DHAKA, Bangladesh — There are an estimated 16.4 million children between the ages of six and 10 in Bangladesh. With such a high number of primary school aged children, the country is bound to face challenges in its education system. Although education’s accessibility has improved during the last decade, issues still exist for children attending school in Bangladesh.
Primary education is available to all children in Bangladesh. It is free and compulsory until the fifth grade. To make this possible, the Ministry of Education and outside supporters have established more physical learning spaces. In the last 10 years, over 30,000 classrooms have been built in Bangladesh. Many children attend school during these years because accessibility has improved so much.
Once the children attend these schools, however, they experience difficulties. The average student completes the five years of primary education in eight or nine years. Only 55 percent of students complete the full five years.
Like many developing countries, Bangladesh suffers from a severe lack of qualified teachers. The current number of teachers cannot accommodate the country’s successes in improving accessibility for children. The current teacher-to-student ratio is one to 49.
High student-to-teacher ratios make learning in a classroom difficult, especially when it is not the only challenge that the students face. Language is often another obstacle.
Students enroll in school at a young age, often only knowing the specific language of their area of upbringing. There are many native dialects in Bangladesh that teachers cannot accommodate in the classroom. However, conditions are improving thanks to the United Nations Development Programme.
The UNDP recognizes the importance of children’s education in developing countries and the value of preserving native languages. With funding from the European Union, the UNDP has made multilingual education possible in many schools in rural areas of Bangladesh. This makes education more possible for the children, as well as the teachers who no longer have to compete with such significant language barriers.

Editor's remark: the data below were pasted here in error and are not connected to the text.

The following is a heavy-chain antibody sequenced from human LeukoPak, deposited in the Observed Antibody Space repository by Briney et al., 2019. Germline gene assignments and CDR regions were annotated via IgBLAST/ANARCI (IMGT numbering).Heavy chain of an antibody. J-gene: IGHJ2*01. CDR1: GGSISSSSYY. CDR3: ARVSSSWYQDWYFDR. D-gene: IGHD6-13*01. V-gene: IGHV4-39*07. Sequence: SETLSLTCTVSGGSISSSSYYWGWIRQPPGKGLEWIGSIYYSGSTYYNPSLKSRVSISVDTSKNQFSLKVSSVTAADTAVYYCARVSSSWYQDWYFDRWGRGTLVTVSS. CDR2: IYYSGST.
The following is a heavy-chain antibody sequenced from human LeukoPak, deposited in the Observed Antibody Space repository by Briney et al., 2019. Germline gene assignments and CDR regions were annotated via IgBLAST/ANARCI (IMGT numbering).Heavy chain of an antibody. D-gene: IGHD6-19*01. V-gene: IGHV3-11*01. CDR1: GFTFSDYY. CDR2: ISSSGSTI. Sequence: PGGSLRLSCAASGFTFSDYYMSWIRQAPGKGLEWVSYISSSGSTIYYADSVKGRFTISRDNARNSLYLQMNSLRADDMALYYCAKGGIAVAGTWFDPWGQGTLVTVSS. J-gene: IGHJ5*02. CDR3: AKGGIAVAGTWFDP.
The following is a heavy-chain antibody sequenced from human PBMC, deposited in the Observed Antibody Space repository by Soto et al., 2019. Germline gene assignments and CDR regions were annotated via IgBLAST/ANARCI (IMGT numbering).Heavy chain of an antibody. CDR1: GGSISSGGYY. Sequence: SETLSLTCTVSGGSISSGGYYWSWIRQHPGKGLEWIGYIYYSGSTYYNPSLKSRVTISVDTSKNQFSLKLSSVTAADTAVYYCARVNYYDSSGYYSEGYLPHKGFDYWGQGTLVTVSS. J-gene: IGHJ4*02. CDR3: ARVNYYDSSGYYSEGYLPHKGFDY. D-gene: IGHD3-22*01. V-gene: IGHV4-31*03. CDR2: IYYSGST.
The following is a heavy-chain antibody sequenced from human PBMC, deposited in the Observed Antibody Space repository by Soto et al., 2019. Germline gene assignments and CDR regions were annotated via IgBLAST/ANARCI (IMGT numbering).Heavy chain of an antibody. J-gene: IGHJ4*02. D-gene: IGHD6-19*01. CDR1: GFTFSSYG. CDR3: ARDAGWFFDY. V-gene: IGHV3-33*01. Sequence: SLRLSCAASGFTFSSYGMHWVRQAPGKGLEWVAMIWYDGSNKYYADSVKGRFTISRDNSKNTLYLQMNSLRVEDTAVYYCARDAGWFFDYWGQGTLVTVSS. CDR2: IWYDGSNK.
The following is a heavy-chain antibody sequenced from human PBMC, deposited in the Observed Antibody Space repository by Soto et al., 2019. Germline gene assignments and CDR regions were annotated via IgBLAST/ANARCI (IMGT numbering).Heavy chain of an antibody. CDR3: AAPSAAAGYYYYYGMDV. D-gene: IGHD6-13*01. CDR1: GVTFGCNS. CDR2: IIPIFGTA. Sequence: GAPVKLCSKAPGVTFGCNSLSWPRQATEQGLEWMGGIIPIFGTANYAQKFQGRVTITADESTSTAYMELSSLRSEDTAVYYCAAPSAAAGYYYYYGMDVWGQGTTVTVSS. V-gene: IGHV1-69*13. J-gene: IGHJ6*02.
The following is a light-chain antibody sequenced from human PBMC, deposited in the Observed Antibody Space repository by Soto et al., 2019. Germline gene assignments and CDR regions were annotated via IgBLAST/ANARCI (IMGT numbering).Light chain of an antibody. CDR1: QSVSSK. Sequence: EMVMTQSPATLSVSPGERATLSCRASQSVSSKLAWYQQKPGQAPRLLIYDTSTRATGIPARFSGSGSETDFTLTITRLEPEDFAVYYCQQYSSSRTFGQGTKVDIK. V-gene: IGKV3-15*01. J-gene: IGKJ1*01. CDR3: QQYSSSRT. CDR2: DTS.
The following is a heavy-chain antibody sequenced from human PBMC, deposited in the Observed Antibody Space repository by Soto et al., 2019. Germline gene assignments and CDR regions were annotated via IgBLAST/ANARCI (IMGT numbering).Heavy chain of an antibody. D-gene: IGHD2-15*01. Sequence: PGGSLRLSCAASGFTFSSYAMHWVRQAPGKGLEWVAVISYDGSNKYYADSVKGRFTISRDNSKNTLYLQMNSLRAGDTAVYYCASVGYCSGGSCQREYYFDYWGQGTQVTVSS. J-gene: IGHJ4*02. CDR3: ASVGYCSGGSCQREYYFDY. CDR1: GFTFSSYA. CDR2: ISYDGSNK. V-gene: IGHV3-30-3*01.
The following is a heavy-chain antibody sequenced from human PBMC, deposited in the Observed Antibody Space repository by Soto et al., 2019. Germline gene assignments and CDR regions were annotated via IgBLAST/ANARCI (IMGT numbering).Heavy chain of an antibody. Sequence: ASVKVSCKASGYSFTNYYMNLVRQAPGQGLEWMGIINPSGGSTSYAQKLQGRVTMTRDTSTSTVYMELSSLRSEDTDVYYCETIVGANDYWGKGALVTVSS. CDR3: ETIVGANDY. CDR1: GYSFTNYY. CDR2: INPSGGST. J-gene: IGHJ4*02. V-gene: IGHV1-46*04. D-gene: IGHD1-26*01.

Compared to many other countries, Bangladesh’s primary education system is doing well. The number of students that receive some form of education is relatively high. Gender inequality is not a problem at the primary level. There are actually more girls enrolled at the primary level than boys.
Bangladesh’s secondary education level has more problems. Because it takes children so long to complete the five years of primary education, drop-out rates are very high at the secondary level, especially for females. The smaller number of secondary pupils is comprised of mostly males.
The UNDP is working to make secondary education in Bangladesh more appealing. One of its initiatives is to make vocational education more common at this level so that students will be more enticed to stay in school and earn proper training for a job after graduation.
Like primary education, tertiary education in Bangladesh is more successful than other countries in the area. The country has 11 government-run universities and 20 private institutions for higher learning. Specialized education options are available at the tertiary level for those interested in agriculture, engineering and technology, medicine and, most recently, maritime education.
Though there are many present obstacles within the infrastructure of Bangladeshi education, significant improvements have already been made and continue to take shape. Evidence of the government’s desire to promote education as a tool to alleviate poverty is apparent. With the help of the UN and other programs and organizations, education in Bangladesh should improve greatly with the completion of the Millennium Development Goals and the Post-2015 Development Agenda.
– Emily Walthouse